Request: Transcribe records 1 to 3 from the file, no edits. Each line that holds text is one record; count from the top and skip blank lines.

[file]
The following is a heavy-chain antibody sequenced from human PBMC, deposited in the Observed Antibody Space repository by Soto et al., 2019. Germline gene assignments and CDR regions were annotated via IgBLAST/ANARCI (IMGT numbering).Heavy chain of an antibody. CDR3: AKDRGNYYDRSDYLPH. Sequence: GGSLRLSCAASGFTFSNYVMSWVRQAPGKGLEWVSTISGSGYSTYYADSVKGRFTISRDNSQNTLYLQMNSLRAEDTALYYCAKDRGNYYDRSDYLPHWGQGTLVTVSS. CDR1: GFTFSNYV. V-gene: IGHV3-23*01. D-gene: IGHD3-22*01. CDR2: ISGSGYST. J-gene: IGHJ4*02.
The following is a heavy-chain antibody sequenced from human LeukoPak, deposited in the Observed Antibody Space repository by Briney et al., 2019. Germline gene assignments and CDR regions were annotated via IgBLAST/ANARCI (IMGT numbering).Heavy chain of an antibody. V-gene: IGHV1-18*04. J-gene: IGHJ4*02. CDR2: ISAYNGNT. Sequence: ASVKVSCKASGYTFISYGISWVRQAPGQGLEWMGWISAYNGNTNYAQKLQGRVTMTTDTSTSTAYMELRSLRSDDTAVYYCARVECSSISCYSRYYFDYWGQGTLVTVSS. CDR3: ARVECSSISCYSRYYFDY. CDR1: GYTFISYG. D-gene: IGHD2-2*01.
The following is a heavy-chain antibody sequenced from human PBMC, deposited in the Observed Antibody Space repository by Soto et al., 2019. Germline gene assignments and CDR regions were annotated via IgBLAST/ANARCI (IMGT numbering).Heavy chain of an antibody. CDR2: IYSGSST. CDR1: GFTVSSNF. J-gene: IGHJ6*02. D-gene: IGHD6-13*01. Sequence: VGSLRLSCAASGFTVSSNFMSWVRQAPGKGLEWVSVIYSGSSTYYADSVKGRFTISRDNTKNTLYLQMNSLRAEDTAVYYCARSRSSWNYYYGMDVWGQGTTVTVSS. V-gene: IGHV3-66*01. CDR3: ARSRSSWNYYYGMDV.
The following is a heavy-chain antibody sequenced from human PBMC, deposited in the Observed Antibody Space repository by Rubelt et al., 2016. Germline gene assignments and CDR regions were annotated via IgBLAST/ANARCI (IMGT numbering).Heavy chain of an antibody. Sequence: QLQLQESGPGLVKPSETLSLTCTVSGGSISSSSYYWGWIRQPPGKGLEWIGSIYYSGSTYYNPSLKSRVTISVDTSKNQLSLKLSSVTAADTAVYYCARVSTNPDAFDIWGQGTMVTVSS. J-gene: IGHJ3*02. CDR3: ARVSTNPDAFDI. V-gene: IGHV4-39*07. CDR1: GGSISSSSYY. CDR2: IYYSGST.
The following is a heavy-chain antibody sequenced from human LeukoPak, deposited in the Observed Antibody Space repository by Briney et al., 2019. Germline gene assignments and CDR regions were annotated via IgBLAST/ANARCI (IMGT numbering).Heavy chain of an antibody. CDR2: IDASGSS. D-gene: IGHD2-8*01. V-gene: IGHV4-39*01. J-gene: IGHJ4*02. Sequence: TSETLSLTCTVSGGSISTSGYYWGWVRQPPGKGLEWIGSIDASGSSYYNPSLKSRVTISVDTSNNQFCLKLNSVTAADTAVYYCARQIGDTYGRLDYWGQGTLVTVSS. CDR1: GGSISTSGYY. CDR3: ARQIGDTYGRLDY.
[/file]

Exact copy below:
The following is a heavy-chain antibody sequenced from human PBMC, deposited in the Observed Antibody Space repository by Soto et al., 2019. Germline gene assignments and CDR regions were annotated via IgBLAST/ANARCI (IMGT numbering).Heavy chain of an antibody. CDR3: AKDRGNYYDRSDYLPH. Sequence: GGSLRLSCAASGFTFSNYVMSWVRQAPGKGLEWVSTISGSGYSTYYADSVKGRFTISRDNSQNTLYLQMNSLRAEDTALYYCAKDRGNYYDRSDYLPHWGQGTLVTVSS. CDR1: GFTFSNYV. V-gene: IGHV3-23*01. D-gene: IGHD3-22*01. CDR2: ISGSGYST. J-gene: IGHJ4*02.
The following is a heavy-chain antibody sequenced from human LeukoPak, deposited in the Observed Antibody Space repository by Briney et al., 2019. Germline gene assignments and CDR regions were annotated via IgBLAST/ANARCI (IMGT numbering).Heavy chain of an antibody. V-gene: IGHV1-18*04. J-gene: IGHJ4*02. CDR2: ISAYNGNT. Sequence: ASVKVSCKASGYTFISYGISWVRQAPGQGLEWMGWISAYNGNTNYAQKLQGRVTMTTDTSTSTAYMELRSLRSDDTAVYYCARVECSSISCYSRYYFDYWGQGTLVTVSS. CDR3: ARVECSSISCYSRYYFDY. CDR1: GYTFISYG. D-gene: IGHD2-2*01.
The following is a heavy-chain antibody sequenced from human PBMC, deposited in the Observed Antibody Space repository by Soto et al., 2019. Germline gene assignments and CDR regions were annotated via IgBLAST/ANARCI (IMGT numbering).Heavy chain of an antibody. CDR2: IYSGSST. CDR1: GFTVSSNF. J-gene: IGHJ6*02. D-gene: IGHD6-13*01. Sequence: VGSLRLSCAASGFTVSSNFMSWVRQAPGKGLEWVSVIYSGSSTYYADSVKGRFTISRDNTKNTLYLQMNSLRAEDTAVYYCARSRSSWNYYYGMDVWGQGTTVTVSS. V-gene: IGHV3-66*01. CDR3: ARSRSSWNYYYGMDV.